Life freezes if it doesn’t get a taste of this almond cake. The stars come up spinning every night, bewildered in love. They’d grow tired with that revolving, if they weren’t.
Providence in Motion
From so long ago I can only paraphrase the intent of their new year’s message in which they pleaded for peace. Until then I had paid scant attention to Calder’s mobiles. But that entirely white page with only a few lines of text centered on it asking us as a nation to forego acts of war struck a very sympathetic chord in me.
Never would I have imagined that I would meet Sandy, let alone become for a few short years a regular guest at the Calder’s place in the Midi in France. But afterwards I began to look more attentively at his work.
Then providence set Jim Morrissey on my path when in the autumn of 1968 I placed a card inquiring for a photographer of paintings on the bulletin board at the American Center for Students and Artist in Paris. Jim was a war resister to whom the Calders’ and their daughter and son-in-law, Sandra and Jean Davison, gave sanctuary. In a short time Jim became an extended family member.
Jim would photograph my paintings during the next two and a half years and become my best friend in France. I portrayed him as Potiphar in “Joseph Accused” leaving it with him when I left France in the spring of 1971 along with “Upper and Lower Kingdom”, “Scorpio”, and “Icarus”.
My exchanges with Sandy were almost entirely nonverbal. Moments of sympathy and amusement would come out of thin air and disappear like a handful of sparrows. At seventy he was already a monument in art history. If my respect for him had a component of reverence, it was for his stand against the Vietnam War. However, soon that was replaced by the comfort of his and Louisa’s goodwill, and a special, kind amusement that I seemed to bring out in him and from which I felt his silent blessings.
He knew what was in store for me, not the details, but the people in the art world who would demand their portion of flesh. I could see that in his eye, but there was nothing he could do.
Jean Davison explained that for me when he volunteered: “We can’t help you. We can hardly help ourselves.” And he continued with a story about how Meaght, Sandy’s dealer in Paris, refused to show his gouache works. So Sandy was free to push them on his own until they started to become popular. Then Meaght demanded control along with more output. Imagine, here was Alexander Calder in his late seventies being whipped to produce masses of a product that once was just a light diversion that he traded for doctors’ services or gave away as presents.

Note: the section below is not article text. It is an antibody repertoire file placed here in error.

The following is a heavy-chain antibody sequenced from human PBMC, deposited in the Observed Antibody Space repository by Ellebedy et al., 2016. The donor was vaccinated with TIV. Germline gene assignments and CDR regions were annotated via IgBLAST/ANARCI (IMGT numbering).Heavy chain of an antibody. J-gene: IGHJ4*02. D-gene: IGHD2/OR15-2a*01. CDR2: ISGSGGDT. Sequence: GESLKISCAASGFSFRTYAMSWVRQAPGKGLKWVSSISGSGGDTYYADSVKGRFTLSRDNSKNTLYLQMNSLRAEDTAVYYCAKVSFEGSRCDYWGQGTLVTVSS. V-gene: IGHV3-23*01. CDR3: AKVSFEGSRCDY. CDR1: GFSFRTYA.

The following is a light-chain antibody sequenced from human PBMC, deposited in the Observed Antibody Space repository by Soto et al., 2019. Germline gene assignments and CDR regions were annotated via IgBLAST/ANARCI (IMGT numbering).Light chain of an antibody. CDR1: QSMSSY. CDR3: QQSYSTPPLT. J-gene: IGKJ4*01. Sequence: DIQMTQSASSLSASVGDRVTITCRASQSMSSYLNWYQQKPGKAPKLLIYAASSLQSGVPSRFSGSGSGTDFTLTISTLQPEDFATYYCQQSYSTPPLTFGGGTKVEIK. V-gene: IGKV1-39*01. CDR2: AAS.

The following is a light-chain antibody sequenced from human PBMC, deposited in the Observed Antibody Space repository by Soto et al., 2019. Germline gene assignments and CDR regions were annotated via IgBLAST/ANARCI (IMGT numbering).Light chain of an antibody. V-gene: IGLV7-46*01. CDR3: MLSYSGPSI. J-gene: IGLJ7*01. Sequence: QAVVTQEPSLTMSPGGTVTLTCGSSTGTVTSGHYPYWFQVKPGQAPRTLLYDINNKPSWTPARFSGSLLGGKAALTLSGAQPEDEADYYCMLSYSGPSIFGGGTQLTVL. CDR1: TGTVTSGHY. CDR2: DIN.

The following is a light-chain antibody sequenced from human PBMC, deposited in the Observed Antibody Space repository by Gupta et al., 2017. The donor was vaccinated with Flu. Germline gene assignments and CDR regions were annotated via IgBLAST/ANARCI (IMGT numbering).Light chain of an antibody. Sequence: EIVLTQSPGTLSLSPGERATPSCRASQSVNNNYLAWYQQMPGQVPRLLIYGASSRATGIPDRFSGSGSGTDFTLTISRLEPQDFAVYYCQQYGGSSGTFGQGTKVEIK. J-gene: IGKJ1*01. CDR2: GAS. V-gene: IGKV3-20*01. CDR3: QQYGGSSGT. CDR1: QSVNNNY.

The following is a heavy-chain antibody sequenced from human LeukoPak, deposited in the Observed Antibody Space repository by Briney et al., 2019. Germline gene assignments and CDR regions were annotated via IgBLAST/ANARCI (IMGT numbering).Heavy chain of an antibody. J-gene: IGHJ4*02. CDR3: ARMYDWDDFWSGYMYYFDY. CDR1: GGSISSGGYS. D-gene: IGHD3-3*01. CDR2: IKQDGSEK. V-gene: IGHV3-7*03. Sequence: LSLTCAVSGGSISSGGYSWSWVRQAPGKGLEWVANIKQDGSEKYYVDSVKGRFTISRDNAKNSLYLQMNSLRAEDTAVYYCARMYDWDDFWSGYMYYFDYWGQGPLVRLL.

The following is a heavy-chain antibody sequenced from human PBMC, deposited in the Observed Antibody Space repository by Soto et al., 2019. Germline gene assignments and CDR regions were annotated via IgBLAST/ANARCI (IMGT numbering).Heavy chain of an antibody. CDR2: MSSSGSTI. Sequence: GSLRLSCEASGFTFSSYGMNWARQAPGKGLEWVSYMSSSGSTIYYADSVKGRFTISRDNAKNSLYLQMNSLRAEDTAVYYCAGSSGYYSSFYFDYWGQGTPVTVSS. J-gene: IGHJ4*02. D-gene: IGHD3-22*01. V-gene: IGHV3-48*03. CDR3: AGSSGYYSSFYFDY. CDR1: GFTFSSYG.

I remember the last Calder vernissage that I attended at Gallery Meaght. Jim Morrissey and I were the last visitors still in the main gallery as people rushed off to a formal banquette. I was not invited. Just then Sandy came back for one last look as Jim begged: “Sandy, Richard wasn’t invited. Can he come too?”
Sandy looked at me, turned his head to one side in mock appraisal, and then with a grin gestured for the both of us to come along as he gave a full sweep of his arm, swung his bear’s body round, and rambled back down the corridor from which he came.
When Jim and I arrived at the banquette, what struck my notice was that Sandy did not sit with Meaght at the presiding table. He sat with his friends!
I wish I could claim that Sandy knew my work. He never did. He was retreating from the world as much as he could by the time I met him. Paris was dirty and noisy. When they had to come up from Sache, he and Louisa would meet Jim and myself on St German for hot chocolate and croissants. Louisa would ask if we’d like another. “Oh yes, please.” I was starving.
Down in the Midi at their house called Francois Premiere that was built into ancient limestone caves Sandy at the dinner table doodled on a scrap of paper a monograph of the symmetrical initials of my name with boots on the R’s each facing outward and a little pointed dagger in the middle where the H is. I must have it somewhere. Does it really matter if he didn’t know my work!